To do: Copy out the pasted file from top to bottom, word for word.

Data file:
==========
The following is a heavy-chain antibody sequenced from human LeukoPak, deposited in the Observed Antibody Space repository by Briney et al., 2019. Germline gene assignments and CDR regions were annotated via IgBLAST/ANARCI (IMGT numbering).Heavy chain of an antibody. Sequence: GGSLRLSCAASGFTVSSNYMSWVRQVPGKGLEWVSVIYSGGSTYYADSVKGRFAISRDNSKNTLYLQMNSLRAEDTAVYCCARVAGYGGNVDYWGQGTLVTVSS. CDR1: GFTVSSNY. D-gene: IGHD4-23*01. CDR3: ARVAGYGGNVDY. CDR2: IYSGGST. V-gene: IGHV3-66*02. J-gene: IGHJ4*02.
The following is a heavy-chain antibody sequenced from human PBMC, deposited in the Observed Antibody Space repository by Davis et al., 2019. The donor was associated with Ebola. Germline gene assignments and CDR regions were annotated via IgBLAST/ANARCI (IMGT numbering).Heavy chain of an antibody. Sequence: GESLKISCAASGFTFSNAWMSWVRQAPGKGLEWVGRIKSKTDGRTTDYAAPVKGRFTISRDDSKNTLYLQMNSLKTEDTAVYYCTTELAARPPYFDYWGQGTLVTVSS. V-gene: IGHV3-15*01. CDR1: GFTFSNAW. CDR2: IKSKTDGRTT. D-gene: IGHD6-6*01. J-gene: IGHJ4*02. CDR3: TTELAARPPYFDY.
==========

The following is a heavy-chain antibody sequenced from human LeukoPak, deposited in the Observed Antibody Space repository by Briney et al., 2019. Germline gene assignments and CDR regions were annotated via IgBLAST/ANARCI (IMGT numbering).Heavy chain of an antibody. Sequence: GGSLRLSCAASGFTVSSNYMSWVRQVPGKGLEWVSVIYSGGSTYYADSVKGRFAISRDNSKNTLYLQMNSLRAEDTAVYCCARVAGYGGNVDYWGQGTLVTVSS. CDR1: GFTVSSNY. D-gene: IGHD4-23*01. CDR3: ARVAGYGGNVDY. CDR2: IYSGGST. V-gene: IGHV3-66*02. J-gene: IGHJ4*02.
The following is a heavy-chain antibody sequenced from human PBMC, deposited in the Observed Antibody Space repository by Davis et al., 2019. The donor was associated with Ebola. Germline gene assignments and CDR regions were annotated via IgBLAST/ANARCI (IMGT numbering).Heavy chain of an antibody. Sequence: GESLKISCAASGFTFSNAWMSWVRQAPGKGLEWVGRIKSKTDGRTTDYAAPVKGRFTISRDDSKNTLYLQMNSLKTEDTAVYYCTTELAARPPYFDYWGQGTLVTVSS. V-gene: IGHV3-15*01. CDR1: GFTFSNAW. CDR2: IKSKTDGRTT. D-gene: IGHD6-6*01. J-gene: IGHJ4*02. CDR3: TTELAARPPYFDY.